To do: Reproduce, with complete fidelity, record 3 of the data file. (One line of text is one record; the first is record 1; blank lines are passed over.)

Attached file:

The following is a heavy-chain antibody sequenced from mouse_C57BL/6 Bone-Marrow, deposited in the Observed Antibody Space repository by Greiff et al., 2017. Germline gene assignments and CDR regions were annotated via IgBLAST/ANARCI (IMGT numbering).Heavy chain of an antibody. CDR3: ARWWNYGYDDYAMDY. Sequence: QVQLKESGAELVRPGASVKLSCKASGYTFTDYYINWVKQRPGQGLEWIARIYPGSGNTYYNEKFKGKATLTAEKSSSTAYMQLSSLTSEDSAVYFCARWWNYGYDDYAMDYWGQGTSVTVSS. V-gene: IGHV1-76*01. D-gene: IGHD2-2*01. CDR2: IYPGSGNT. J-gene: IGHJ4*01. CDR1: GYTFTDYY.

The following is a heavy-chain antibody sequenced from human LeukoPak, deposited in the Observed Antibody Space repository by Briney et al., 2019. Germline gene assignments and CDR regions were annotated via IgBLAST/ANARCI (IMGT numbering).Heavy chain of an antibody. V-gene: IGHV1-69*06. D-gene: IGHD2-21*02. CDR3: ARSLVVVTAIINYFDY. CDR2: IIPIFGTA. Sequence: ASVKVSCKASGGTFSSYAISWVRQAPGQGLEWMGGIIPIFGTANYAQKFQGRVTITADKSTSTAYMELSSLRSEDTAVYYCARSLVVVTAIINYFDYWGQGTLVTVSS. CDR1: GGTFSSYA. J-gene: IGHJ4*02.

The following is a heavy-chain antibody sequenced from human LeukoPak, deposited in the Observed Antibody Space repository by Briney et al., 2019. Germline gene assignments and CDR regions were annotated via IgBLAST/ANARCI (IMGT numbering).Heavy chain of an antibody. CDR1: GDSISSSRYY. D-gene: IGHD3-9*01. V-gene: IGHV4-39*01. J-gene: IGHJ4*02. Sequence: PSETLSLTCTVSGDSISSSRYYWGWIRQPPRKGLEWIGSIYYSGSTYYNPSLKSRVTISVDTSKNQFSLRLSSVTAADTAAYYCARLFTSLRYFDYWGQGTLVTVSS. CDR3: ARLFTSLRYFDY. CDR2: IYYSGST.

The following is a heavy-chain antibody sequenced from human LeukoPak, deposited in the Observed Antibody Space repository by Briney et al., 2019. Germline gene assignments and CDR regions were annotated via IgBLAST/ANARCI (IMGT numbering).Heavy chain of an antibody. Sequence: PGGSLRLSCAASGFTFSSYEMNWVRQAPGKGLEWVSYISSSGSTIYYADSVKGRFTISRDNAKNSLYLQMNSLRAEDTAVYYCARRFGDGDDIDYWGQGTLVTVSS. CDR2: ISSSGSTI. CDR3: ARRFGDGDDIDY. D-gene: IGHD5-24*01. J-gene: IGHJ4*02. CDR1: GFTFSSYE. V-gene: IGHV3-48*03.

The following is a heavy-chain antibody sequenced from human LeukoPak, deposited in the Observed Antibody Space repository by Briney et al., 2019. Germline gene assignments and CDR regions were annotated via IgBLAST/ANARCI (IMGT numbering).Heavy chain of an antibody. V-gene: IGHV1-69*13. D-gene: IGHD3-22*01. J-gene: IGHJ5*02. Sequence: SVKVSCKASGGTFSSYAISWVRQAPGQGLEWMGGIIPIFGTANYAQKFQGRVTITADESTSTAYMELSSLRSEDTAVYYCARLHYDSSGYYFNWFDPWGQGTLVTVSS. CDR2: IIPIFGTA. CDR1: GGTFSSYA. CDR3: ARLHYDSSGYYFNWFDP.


The following is a heavy-chain antibody sequenced from human LeukoPak, deposited in the Observed Antibody Space repository by Briney et al., 2019. Germline gene assignments and CDR regions were annotated via IgBLAST/ANARCI (IMGT numbering).Heavy chain of an antibody. CDR1: GDSISSSRYY. D-gene: IGHD3-9*01. V-gene: IGHV4-39*01. J-gene: IGHJ4*02. Sequence: PSETLSLTCTVSGDSISSSRYYWGWIRQPPRKGLEWIGSIYYSGSTYYNPSLKSRVTISVDTSKNQFSLRLSSVTAADTAAYYCARLFTSLRYFDYWGQGTLVTVSS. CDR3: ARLFTSLRYFDY. CDR2: IYYSGST.